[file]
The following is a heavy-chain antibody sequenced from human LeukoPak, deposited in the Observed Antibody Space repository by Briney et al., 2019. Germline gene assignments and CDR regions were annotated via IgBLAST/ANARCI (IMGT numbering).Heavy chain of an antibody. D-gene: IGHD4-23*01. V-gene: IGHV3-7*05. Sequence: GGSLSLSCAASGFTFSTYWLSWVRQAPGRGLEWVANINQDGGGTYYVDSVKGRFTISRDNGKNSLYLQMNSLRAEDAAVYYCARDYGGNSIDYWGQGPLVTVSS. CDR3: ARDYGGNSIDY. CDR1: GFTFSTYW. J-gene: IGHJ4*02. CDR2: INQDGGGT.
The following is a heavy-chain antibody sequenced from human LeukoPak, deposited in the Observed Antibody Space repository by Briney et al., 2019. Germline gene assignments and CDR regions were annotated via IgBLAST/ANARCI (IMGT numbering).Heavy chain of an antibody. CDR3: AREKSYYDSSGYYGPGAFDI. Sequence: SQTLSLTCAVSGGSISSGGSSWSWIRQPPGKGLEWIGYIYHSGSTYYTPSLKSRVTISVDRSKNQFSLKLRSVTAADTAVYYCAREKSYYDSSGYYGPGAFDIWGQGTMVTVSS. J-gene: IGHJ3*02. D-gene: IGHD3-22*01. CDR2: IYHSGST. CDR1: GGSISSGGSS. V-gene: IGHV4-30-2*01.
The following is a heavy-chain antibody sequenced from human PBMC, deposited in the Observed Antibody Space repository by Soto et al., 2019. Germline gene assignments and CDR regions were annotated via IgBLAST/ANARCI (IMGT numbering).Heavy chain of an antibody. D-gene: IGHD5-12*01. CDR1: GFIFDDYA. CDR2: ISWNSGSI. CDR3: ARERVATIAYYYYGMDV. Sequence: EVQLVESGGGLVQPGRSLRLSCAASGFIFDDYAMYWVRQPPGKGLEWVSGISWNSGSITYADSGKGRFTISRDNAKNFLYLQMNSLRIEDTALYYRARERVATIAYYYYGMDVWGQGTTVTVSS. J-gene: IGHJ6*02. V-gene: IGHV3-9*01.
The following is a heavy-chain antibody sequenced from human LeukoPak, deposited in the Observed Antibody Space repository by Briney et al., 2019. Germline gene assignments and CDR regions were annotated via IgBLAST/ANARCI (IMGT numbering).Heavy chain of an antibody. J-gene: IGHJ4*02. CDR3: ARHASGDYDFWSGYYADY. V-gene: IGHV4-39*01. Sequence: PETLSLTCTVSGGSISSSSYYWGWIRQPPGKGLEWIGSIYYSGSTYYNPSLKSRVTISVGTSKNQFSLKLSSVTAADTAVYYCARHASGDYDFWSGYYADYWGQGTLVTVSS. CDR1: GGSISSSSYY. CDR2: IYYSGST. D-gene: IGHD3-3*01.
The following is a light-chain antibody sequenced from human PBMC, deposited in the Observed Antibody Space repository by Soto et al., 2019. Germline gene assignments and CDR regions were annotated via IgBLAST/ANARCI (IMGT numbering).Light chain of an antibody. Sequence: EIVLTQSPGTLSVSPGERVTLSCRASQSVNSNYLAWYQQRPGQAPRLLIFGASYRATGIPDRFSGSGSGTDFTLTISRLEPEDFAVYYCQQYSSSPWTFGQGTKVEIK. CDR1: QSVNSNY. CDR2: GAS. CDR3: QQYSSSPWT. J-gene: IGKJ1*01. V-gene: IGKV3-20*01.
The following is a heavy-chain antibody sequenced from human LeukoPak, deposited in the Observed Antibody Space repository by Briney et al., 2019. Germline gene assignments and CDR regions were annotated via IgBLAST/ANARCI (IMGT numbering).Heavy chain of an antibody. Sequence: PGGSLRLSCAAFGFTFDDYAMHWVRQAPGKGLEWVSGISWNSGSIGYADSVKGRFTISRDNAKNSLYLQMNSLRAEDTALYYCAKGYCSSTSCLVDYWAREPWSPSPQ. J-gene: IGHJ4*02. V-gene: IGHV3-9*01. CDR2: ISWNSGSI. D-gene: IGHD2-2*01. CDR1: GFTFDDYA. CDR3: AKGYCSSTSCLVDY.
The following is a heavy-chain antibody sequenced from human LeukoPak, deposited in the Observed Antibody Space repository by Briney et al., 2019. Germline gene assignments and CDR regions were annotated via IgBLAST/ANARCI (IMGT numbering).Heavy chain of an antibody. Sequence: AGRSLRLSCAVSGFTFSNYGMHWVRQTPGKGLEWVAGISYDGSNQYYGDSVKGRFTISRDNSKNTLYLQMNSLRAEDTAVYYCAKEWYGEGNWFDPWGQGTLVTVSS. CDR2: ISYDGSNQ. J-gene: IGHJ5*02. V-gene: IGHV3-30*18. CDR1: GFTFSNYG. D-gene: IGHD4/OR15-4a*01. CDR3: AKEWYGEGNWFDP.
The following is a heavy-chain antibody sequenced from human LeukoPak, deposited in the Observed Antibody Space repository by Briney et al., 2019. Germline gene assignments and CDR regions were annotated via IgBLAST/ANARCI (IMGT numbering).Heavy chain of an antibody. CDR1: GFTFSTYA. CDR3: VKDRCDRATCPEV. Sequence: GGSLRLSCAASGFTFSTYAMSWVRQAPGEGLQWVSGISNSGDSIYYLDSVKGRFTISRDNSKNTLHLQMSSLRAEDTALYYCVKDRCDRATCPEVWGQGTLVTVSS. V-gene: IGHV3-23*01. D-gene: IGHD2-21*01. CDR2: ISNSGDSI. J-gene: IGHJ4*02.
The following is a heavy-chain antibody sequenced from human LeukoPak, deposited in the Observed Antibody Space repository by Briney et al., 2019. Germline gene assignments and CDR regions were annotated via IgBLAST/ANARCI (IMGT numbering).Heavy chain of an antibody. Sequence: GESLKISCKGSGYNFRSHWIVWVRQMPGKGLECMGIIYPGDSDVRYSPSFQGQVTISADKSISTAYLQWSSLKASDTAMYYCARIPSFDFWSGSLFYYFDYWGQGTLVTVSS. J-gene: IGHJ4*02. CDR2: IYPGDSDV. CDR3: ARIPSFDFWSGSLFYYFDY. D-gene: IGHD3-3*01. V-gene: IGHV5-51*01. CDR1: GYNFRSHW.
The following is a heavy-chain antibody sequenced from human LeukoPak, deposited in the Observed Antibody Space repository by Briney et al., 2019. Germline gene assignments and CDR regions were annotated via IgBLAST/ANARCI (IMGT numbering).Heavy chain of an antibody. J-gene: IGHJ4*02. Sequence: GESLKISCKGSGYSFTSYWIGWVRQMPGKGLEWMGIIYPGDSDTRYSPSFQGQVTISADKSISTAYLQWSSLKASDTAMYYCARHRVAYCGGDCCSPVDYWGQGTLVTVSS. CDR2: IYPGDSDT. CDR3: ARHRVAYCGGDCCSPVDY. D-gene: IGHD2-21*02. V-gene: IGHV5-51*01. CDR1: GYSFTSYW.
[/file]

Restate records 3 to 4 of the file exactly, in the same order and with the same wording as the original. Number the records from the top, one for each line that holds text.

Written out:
The following is a heavy-chain antibody sequenced from human PBMC, deposited in the Observed Antibody Space repository by Soto et al., 2019. Germline gene assignments and CDR regions were annotated via IgBLAST/ANARCI (IMGT numbering).Heavy chain of an antibody. D-gene: IGHD5-12*01. CDR1: GFIFDDYA. CDR2: ISWNSGSI. CDR3: ARERVATIAYYYYGMDV. Sequence: EVQLVESGGGLVQPGRSLRLSCAASGFIFDDYAMYWVRQPPGKGLEWVSGISWNSGSITYADSGKGRFTISRDNAKNFLYLQMNSLRIEDTALYYRARERVATIAYYYYGMDVWGQGTTVTVSS. J-gene: IGHJ6*02. V-gene: IGHV3-9*01.
The following is a heavy-chain antibody sequenced from human LeukoPak, deposited in the Observed Antibody Space repository by Briney et al., 2019. Germline gene assignments and CDR regions were annotated via IgBLAST/ANARCI (IMGT numbering).Heavy chain of an antibody. J-gene: IGHJ4*02. CDR3: ARHASGDYDFWSGYYADY. V-gene: IGHV4-39*01. Sequence: PETLSLTCTVSGGSISSSSYYWGWIRQPPGKGLEWIGSIYYSGSTYYNPSLKSRVTISVGTSKNQFSLKLSSVTAADTAVYYCARHASGDYDFWSGYYADYWGQGTLVTVSS. CDR1: GGSISSSSYY. CDR2: IYYSGST. D-gene: IGHD3-3*01.